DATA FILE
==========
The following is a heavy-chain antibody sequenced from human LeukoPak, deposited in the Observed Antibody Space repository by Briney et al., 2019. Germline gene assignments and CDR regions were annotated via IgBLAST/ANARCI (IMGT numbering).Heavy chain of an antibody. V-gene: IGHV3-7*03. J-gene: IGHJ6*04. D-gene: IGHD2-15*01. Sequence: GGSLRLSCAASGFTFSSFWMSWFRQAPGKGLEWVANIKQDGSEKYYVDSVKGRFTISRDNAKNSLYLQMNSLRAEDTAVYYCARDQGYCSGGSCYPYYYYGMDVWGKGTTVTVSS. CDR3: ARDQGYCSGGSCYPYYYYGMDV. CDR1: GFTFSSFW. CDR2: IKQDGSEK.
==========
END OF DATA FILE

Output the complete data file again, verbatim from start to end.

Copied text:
The following is a heavy-chain antibody sequenced from human LeukoPak, deposited in the Observed Antibody Space repository by Briney et al., 2019. Germline gene assignments and CDR regions were annotated via IgBLAST/ANARCI (IMGT numbering).Heavy chain of an antibody. V-gene: IGHV3-7*03. J-gene: IGHJ6*04. D-gene: IGHD2-15*01. Sequence: GGSLRLSCAASGFTFSSFWMSWFRQAPGKGLEWVANIKQDGSEKYYVDSVKGRFTISRDNAKNSLYLQMNSLRAEDTAVYYCARDQGYCSGGSCYPYYYYGMDVWGKGTTVTVSS. CDR3: ARDQGYCSGGSCYPYYYYGMDV. CDR1: GFTFSSFW. CDR2: IKQDGSEK.